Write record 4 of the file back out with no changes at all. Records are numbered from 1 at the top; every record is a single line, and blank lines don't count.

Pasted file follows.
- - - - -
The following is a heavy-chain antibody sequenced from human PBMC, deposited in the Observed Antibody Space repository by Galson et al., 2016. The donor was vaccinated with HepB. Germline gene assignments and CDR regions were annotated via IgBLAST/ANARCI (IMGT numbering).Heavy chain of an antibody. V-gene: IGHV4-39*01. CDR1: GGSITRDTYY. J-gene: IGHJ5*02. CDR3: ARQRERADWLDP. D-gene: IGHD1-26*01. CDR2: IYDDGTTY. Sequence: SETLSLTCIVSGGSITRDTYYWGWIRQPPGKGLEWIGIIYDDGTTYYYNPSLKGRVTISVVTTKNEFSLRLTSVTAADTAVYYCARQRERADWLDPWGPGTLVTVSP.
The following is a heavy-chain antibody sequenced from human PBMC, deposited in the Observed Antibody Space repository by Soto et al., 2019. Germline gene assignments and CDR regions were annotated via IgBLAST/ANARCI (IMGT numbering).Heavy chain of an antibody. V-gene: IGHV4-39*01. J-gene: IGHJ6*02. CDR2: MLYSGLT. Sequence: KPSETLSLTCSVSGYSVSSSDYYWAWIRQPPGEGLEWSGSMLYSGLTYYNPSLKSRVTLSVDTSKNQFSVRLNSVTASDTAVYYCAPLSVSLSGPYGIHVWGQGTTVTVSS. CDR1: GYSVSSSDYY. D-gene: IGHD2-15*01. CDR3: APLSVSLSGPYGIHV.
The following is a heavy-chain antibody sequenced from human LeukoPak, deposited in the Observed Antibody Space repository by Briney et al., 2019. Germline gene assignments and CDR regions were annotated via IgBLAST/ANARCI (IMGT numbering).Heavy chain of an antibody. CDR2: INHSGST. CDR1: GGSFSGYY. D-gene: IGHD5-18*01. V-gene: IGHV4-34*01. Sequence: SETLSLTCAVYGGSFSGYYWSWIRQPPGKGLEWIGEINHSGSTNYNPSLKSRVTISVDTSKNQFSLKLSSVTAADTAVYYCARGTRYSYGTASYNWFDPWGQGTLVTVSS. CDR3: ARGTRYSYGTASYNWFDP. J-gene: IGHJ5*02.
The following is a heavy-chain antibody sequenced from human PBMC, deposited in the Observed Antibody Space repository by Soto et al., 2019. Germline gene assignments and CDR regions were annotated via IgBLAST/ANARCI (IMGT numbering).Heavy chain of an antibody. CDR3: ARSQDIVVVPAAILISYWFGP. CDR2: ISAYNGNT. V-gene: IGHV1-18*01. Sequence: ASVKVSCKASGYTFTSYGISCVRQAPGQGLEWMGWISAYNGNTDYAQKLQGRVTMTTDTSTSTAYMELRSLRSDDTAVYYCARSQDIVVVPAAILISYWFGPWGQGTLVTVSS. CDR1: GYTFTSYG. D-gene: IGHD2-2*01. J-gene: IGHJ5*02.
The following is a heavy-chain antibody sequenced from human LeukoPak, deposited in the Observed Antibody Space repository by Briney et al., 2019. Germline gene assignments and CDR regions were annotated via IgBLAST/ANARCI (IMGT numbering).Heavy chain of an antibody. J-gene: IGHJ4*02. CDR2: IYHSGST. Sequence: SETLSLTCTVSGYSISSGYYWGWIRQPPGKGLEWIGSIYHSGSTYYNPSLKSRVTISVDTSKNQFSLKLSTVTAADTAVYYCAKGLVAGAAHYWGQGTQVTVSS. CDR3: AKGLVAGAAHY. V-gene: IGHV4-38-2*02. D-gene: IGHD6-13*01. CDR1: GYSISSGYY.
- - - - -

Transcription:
The following is a heavy-chain antibody sequenced from human PBMC, deposited in the Observed Antibody Space repository by Soto et al., 2019. Germline gene assignments and CDR regions were annotated via IgBLAST/ANARCI (IMGT numbering).Heavy chain of an antibody. CDR3: ARSQDIVVVPAAILISYWFGP. CDR2: ISAYNGNT. V-gene: IGHV1-18*01. Sequence: ASVKVSCKASGYTFTSYGISCVRQAPGQGLEWMGWISAYNGNTDYAQKLQGRVTMTTDTSTSTAYMELRSLRSDDTAVYYCARSQDIVVVPAAILISYWFGPWGQGTLVTVSS. CDR1: GYTFTSYG. D-gene: IGHD2-2*01. J-gene: IGHJ5*02.